This, the first exhibit of Steve Riedell's paintings at Howard Scott Gallery, features work from two periods: paintings dating from the late 1980s and his most recent work.
"Physically, Riedell's works can be described as relief paintings that employ primary forms – mostly horizontal and vertical elements with some diagonal members – to suggest architectural structures: doors, windows, fences, bricks and boards." (Talley) The works employ a richly textured paint made with beeswax that is applied on un-stretched canvas, which then is cut and applied to wooden armatures. In the paintings of the 80s, the cut edge is exposed, acting as a concrete element of drawing. In these early works, the shift in surface level is a subtle yet strict element that contrasts with a crusty highly variegated surface.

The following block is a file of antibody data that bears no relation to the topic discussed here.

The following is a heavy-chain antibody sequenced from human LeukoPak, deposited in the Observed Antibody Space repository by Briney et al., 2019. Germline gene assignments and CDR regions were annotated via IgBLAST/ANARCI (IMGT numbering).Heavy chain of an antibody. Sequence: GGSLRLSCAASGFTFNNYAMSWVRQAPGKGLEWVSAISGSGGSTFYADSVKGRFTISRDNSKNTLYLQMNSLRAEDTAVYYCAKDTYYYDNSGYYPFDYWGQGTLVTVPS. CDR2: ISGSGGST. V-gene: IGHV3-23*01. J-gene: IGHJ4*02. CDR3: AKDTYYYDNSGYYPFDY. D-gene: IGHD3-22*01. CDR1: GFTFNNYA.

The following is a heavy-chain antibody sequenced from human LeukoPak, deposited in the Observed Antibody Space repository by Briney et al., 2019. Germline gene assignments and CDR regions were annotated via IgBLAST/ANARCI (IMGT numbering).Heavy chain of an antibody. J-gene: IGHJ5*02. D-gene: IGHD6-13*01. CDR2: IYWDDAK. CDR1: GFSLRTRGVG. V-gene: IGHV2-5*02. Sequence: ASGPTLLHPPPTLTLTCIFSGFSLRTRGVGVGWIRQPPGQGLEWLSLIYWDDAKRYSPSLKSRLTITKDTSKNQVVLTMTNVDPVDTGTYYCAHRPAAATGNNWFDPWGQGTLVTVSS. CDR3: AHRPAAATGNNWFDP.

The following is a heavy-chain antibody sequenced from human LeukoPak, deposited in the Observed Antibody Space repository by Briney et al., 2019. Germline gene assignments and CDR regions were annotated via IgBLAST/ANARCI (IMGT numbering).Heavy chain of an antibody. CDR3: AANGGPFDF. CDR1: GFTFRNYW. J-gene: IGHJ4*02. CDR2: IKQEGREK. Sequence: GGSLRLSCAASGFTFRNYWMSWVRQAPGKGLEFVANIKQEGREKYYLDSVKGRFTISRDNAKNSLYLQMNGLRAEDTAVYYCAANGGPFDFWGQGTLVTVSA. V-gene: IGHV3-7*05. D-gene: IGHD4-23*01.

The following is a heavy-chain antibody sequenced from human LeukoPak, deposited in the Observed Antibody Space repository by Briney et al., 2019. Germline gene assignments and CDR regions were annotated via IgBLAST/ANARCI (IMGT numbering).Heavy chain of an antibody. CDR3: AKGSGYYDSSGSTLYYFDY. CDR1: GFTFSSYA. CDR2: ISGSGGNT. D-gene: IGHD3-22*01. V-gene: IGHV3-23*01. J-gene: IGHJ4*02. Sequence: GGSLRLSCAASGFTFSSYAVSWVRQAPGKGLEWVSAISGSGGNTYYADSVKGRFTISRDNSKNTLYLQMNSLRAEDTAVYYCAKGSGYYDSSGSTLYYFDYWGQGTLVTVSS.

In the recent work, things have gotten more ambiguous: the once sharp canvas edges now come into – and out of – focus beneath waxy, rubbed-down skin that envelopes them. The effect is somewhat akin to a snowdrift that partially reveals and partially hides that which it shrouds. Concerning the effect of these paintings on the viewer, critic Dan R. Talley describes these recent paintings as "suggest[ing] long-past times and places that have been distilled into iconic solids redolent with longing, melancholy and emotional evolution."
Mr. Reidell was educated in California, receiving his BA in 1982 at Art Center College of Design and his MA at Moorpark College. He has received numerous grants and prizes, including the Pollock/Krasner Grant in 2001 and the Elizabeth Grant in 2000. He lives and works in Philadelphia.